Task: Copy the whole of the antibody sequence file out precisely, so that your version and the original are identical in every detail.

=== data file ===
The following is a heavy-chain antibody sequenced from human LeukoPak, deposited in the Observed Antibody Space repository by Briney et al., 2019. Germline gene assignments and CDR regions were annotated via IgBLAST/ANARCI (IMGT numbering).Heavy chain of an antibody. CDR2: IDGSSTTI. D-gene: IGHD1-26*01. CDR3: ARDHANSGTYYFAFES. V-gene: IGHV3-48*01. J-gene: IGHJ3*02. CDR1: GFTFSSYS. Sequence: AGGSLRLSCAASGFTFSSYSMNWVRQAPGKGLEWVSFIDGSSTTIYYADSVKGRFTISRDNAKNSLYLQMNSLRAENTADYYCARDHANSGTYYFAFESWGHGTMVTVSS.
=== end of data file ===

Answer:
The following is a heavy-chain antibody sequenced from human LeukoPak, deposited in the Observed Antibody Space repository by Briney et al., 2019. Germline gene assignments and CDR regions were annotated via IgBLAST/ANARCI (IMGT numbering).Heavy chain of an antibody. CDR2: IDGSSTTI. D-gene: IGHD1-26*01. CDR3: ARDHANSGTYYFAFES. V-gene: IGHV3-48*01. J-gene: IGHJ3*02. CDR1: GFTFSSYS. Sequence: AGGSLRLSCAASGFTFSSYSMNWVRQAPGKGLEWVSFIDGSSTTIYYADSVKGRFTISRDNAKNSLYLQMNSLRAENTADYYCARDHANSGTYYFAFESWGHGTMVTVSS.